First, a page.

What to do if you have symptoms

This article was last reviewed and updated on April 28, 2021.

COVID-19 is an illness that can affect the lungs, skin, nervous system, blood as well as other organs. Here you’ll find all of the latest information on the symptoms and what you should do if you think you are sick.

Symptoms may appear 2-14 days after exposure to the virus. COVID-19 patients may have:

  • Fever or chills
  • Cough
  • Shortness of breath or difficulty breathing
  • Fatigue
  • Muscle or body aches
  • Headache
  • New loss of taste or smell
  • Sore throat
  • Congestion or runny nose
  • Nausea or vomiting
  • Diarrhea

According to the Centers for Disease Control and Prevention, you should not leave your home (except to get medical care as advised by a medical professional or in a medical emergency) if you have any of these symptoms or think you might have COVID-19. If you live with other people who do not have symptoms, you should practice self-isolation: separate yourself in a “sick room” if possible, and minimize contact with members of your household as much as you can. Wear a facemask around others, cover your coughs and sneezes, and clean your hands often. Call ahead before visiting your doctor, or schedule a visit by phone or telemedicine.

Use our COVID-19 Care Assistant

If you think you or someone you know might have COVID-19, you can check your symptoms using our COVID-19 Care Assistant. It helps you identify if you’re at risk, connects you with expert clinicians, and helps you self-monitor your health. It’s easy to use and helps you get the right care at the right time, all from your phone.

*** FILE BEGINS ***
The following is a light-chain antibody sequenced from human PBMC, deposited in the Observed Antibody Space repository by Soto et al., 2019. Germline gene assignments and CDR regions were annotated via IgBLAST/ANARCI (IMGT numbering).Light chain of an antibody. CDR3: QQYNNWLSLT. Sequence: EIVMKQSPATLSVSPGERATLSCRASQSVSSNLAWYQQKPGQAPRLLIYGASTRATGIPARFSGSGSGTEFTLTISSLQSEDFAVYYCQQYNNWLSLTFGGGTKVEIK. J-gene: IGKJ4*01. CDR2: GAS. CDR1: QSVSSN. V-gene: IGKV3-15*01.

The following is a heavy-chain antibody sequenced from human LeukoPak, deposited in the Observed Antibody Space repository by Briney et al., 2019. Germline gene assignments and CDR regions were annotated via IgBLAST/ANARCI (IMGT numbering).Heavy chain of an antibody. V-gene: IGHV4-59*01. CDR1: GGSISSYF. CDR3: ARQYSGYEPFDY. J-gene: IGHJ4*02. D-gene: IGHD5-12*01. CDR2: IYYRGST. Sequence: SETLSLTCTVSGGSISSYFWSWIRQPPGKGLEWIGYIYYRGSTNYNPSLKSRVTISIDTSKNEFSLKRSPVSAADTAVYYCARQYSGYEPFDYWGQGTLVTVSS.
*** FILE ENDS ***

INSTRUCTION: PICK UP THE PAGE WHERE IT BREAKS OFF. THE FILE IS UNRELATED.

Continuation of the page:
How to self-isolate

If you are showing symptoms of COVID-19 and are self-isolating, here’s some helpful information on what to do and how to cope when you’re stuck inside.

Will I get seriously ill?

Around 8 out of 10 people will get a mild form of the illness.1 A small number of people go on to develop difficulty breathing and need to go to the hospital.

Those who develop breathing issues usually do so in the second week of illness.2 3

The people most at risk for developing more serious symptoms are those aged 65 or older, people living in nursing homes or long-term care facilities, smokers, and those with underlying medical conditions such as cancer, kidney, lung, liver, or heart disease, Down syndrome, weakened immune system, obesity, pregnancy, sickle cell disease, thalassemia, diabetes, neurological condition, stroke, HIV, organ/stem cell transplant, smoking or substance use disorder.

How is COVID-19 treated?

Most people infected with COVID-19 either have no symptoms at all or have mild ones that require no treatment.

The FDA has approved an antiviral medication, remdesivir, to treat COVID-19. Based on the current NIH COVID-19 Treatment Guidelines, remdesivir is recommended for certain hospitalized patients with COVID-19.4

The FDA has also issued emergency use authorizations (EUAs) for bamlanivimab plus etesevimab and casirivimab plus imdevimab for the treatment of mild to moderate COVID-19. These drugs are monoclonal antibodies that can be used for certain patients that are at high risk for severe illness. They are not authorized for use in patients who are hospitalized or require oxygen therapy as a result of COVID-19.5

In rare and severe cases of COVID-19, treatment includes admission to the hospital and care focused on supporting the person through the course of the virus while their immune system works to overcome it.


  1. The Novel Coronavirus Pneumonia Emergency Response Epidemiology Team. China CDC Weekly, 2020, 2(8): 113-122
  2. Zhou F et al. The Lancet. Online first, March 11, 2020
  3. Centers for Disease Control and Prevention. Interim clinical guidance for management of patients with confirmed coronavirus disease (COVID-19). Updated March 7, 2010
  4. FDA’s approval of Veklury (remdesivir) for the treatment of COVID-19—The Science of Safety and Effectiveness
  5. https://www.fda.gov/emergency-preparedness-and-response/mcm-legal-regulatory-and-policy-framework/emergency-use-authorization#coviddrugs